Indian settlements were noticed in the Oceano
area by the early Spanish maritime explorers who sailed up the California coast, but the first European explorers to actually travel through the dunes area were members of Don Gaspar de Portola's overland expedition of 1769. In September of that year, just after crossing the Santa Maria River, Portola's men killed "un oso flaco" — a skinny bear. The lake at the southern end of the park takes its name from this incident.
During the 1930s and 40s, the dunes were the home of a group of free thinking people including mystics, nudists, artists, writers, and hermits who identified themselves collectively as the "Dunites." Among other activities, the group published a magazine, which they called The Dune Forum. The Dunites believed that Oceano Dunes was one of the centers of creative energy in California. Seek out the solitude of the dunes and perhaps you too, will feel these creative forces that the Dunites talked about.
The Oceano sand dune area is recognized by scientists, conservationists, government agencies, and the public as the finest, most extensive coastal dunes remaining in California.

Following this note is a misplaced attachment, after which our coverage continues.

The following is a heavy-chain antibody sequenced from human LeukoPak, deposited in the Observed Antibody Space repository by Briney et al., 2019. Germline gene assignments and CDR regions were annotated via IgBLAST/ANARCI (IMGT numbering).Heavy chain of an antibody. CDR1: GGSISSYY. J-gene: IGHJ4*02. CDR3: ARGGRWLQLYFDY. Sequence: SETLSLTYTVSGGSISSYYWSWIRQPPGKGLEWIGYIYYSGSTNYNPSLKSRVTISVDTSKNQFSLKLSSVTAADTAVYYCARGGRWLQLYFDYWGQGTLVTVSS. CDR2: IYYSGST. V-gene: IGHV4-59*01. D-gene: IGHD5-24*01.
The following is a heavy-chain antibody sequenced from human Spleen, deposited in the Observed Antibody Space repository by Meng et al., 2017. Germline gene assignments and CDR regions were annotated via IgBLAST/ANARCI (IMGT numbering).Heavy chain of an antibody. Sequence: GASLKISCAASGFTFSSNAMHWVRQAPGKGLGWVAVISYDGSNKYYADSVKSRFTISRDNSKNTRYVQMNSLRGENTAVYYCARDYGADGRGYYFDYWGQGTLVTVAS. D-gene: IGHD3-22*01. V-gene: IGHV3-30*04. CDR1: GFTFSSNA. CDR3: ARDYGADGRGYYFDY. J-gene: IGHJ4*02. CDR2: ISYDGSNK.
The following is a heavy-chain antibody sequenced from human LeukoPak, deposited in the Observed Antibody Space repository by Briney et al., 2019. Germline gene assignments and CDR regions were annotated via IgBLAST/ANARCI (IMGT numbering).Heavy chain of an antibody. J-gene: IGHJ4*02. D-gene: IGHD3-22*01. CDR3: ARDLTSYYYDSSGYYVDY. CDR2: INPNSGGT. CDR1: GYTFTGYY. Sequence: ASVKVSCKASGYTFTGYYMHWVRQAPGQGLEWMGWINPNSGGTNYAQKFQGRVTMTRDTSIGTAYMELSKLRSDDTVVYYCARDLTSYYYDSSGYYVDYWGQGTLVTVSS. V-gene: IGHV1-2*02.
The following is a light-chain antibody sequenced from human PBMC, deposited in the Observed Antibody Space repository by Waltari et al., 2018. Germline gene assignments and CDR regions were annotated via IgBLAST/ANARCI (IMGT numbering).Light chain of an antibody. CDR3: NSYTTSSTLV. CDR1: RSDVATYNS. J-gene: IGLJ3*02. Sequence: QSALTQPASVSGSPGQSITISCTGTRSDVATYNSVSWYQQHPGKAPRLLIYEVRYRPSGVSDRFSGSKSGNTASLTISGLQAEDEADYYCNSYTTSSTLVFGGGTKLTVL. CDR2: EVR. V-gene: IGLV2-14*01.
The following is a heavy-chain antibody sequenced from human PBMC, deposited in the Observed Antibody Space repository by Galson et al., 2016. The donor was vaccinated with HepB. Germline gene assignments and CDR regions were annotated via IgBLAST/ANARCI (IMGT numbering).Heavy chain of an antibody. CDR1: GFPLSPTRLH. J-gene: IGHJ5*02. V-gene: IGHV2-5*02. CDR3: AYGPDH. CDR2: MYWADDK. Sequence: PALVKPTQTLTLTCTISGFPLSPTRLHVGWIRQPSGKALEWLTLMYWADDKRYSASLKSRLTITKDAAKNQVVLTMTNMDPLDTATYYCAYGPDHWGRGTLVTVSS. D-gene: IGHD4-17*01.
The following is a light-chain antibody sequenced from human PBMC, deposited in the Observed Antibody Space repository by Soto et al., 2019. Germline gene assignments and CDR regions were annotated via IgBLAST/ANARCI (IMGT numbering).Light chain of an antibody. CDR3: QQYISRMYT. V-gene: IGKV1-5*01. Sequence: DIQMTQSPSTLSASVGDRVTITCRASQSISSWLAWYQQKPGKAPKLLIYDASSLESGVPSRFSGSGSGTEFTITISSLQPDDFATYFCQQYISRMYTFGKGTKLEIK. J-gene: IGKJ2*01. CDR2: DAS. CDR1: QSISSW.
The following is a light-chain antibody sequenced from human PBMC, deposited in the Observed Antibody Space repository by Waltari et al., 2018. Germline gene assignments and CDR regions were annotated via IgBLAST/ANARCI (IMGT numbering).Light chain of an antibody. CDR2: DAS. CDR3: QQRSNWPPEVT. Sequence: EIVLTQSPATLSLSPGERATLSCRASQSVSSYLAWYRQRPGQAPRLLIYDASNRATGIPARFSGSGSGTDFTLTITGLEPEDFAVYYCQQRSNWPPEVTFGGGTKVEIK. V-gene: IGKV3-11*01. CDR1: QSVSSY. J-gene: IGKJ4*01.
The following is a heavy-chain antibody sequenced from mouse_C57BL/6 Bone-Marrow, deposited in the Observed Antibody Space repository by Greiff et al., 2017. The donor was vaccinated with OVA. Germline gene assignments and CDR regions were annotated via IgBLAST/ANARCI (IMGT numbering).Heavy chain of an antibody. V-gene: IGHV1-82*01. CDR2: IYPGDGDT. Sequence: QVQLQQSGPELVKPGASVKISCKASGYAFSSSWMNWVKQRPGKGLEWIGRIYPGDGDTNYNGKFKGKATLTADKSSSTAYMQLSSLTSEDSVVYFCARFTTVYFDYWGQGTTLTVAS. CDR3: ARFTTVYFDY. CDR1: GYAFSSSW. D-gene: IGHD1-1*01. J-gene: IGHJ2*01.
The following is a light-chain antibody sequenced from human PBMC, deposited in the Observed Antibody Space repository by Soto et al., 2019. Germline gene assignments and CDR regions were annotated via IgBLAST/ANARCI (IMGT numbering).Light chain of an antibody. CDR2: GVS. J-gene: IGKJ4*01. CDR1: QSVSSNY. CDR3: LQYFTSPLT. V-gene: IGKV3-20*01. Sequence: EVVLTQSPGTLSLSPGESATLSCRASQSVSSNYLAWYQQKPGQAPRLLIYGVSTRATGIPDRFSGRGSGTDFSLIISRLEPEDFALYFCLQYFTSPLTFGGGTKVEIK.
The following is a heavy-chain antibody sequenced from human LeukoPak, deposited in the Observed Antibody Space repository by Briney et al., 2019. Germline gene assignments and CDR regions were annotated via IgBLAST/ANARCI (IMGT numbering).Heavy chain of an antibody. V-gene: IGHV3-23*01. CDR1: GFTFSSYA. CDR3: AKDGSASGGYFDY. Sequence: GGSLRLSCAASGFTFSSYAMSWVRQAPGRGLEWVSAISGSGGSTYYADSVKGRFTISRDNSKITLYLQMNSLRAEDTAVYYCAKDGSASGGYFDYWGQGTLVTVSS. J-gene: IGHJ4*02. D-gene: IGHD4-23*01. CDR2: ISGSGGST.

Oceano is also the home to the Oceano
Depot. By 1895, the Southern Pacific Railroad
tracks reached to Oceano on its way south along the coast.
Around the same the Town was developing. A
wooden boardwalk connected the depot, built in 1896, with the Oceano Hotel. The current 2-story Southern Pacific Railroad Station was built in 1904, after the original depot burned down.
I t included quarters for the station master’s family upstairs, and a waiting room, baggage and freight room, and agent’s office downstairs.
Oceano gave up many of its young men during World War II.
This beautiful memorial sits on the Oceano Depot site.